The story nature tells | Third Space
Loading...

The story nature tells

Reflections on survival, beauty, Sally Rooney & Tim Winton
Fri 25 Mar 2022
Alt

I’ve always found it strange—and strangely wonderful—that one person can adore a certain type of food or music, leisure or work, that another will detest; that one person can find an artwork profoundly moving, while another doesn’t even consider it “art”.

At the same time, most people seem to agree that sunsets and stars, waterfalls and mountains, forests and flowers are beautiful; or at the very least, “not yuck”.

I imagine this has always been, and will always be, the case. That even if we weren’t motivated to live more sustainably and less wastefully for the sake of our survival, the compelling beauty of the natural world would make us fear its loss.

I acknowledge that we’re not all equally motivated to preserve and protect it—competing desires for comfort and convenience often win out—but given the ability to have it both ways, it’s hard to imagine anybody choosing a world without wilderness and wildlife, without gardens, parks and nature strips, or views that still contain a bit of sky.

Survival and beauty might sound like two separate motivations for conservation, but I don’t think they are. I’d argue that natural beauty sits firmly within the category of survival: it brings pleasure, it inspires awe and wonder; it helps sustain our will to live. We might not realise quite how much unless we’re forced to live without (imagine lockdown without windows, without walks).

The Australian novelist Tim Winton has suggested that when we lose touch with creation, we lose touch with something deeper, more intangible, “divine”.

It’s one of the reasons I—as someone who believes this groaning world will ultimately be renewed, restored, made new—still laments its destruction; still wants to aid its preservation.

But there’s another reason to deem preserving the natural world of vital importance; another reason to think that the more we destroy it, the more impoverished our lives become.

It’s the conviction this world—though fallen—also speaks. It’s why theologians like David Haines see creation as God’s “other” book. Nature testifies to the existence—and majesty—of the divine.

In the words of a Davidic Psalm, “The heavens declare the wonder of God, the skies proclaim the work of his hands.” Not only that but they pour forth a kind of universal speech that, transcending language, speaks to all mankind. It’s an ancient text from ancient times. But I was reminded of it when reading a recent novel.

In Beautiful World, Where Are You, Sally Rooney, a writer hailed as “the first great millennial author”, grapples with the world’s problems—from climate change and capitalist greed to loneliness and purposelessness—via emails exchanged between two friends in their 30s.

Alice writes to Eileen about their shared conviction “that nothing matters, life is random, our sincerest feelings are reducable to chemical reactions, and no objective moral law structures the universe”.

In a world so devoid of hope, this is what she’s come to accept. But if it’s true, doesn’t it mean beauty, whether physical or otherwise (living and loving selflessly, bravely, sacrificially) is only ever trivial?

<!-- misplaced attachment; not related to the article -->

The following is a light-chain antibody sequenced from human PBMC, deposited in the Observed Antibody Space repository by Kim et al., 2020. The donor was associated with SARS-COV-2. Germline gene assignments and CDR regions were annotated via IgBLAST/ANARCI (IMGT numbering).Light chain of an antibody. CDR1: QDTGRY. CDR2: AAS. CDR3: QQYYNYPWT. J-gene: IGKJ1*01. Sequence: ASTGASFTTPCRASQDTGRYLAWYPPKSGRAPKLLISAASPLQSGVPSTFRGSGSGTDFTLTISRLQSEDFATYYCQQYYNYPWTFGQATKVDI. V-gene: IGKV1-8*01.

And wouldn’t that be almost as unbelievable as the fact, raised in a previous email from Eileen, that there are still people in this world who actually believe there’s a God, who actually attend church, who lift up their hearts to the Lord?

Alice says it’s “possible” to live with the conviction that nothing matters and life is random, “but not really possible, I don’t think, to believe the things that you and I say we believe. That some experiences of beauty are serious and others trivial. Or that some things are right and others wrong”.

Alice can’t really believe “the difference between right and wrong is simply a matter of taste or preference” but she also can’t bring herself to believe “in absolute morality, which is to say, in God”.

In Christian belief, beauty is far from trivial. In a letter penned more than 2000 years before Rooney’s novel, the Apostle Paul writes about how God’s invisible qualities—“his eternal power and divine nature”—have been “clearly seen” since the creation of the world. He seems to be saying the beauty in the world bears a kind of witness to the goodness, to the greatness, of God.

“I think really, if you took the natural world away from us, our ability to believe in or yearn for or want to join with the divine would be diminished,” Tim Winton told the Life and Faith podcast in a 2018 interview.

The natural world has much to teach us, but if we tie it up, tape its mouth, go indoors and close the blinds, how can it speak?

“I think once the natural world is gone, humans are going to struggle as they’ve never struggled before to have big ideas of God; because the first form of revelation is the natural world,” says Winton.

Engaging with it is a means of engaging with the divine. “And this idea that you can somehow maintain some kind of engagement or relationship with the divine through abstract thought only—you know: you sit in your room and adhere to orthodox thinking—that dog just doesn’t run.”

No man is an island. Other people and their words nourish, teach and form us—and we are nourished, taught and formed by our surroundings; by our broken but (still) beautiful world.

Whether we consider this planet a happy accident or a taste of the divine, we have many good reasons to preserve it: so that future generations might survive and thrive; so that we might keep enjoying it ourselves; so that, still drinking of its beauty, we might hear it speak.

Leave a Comment

With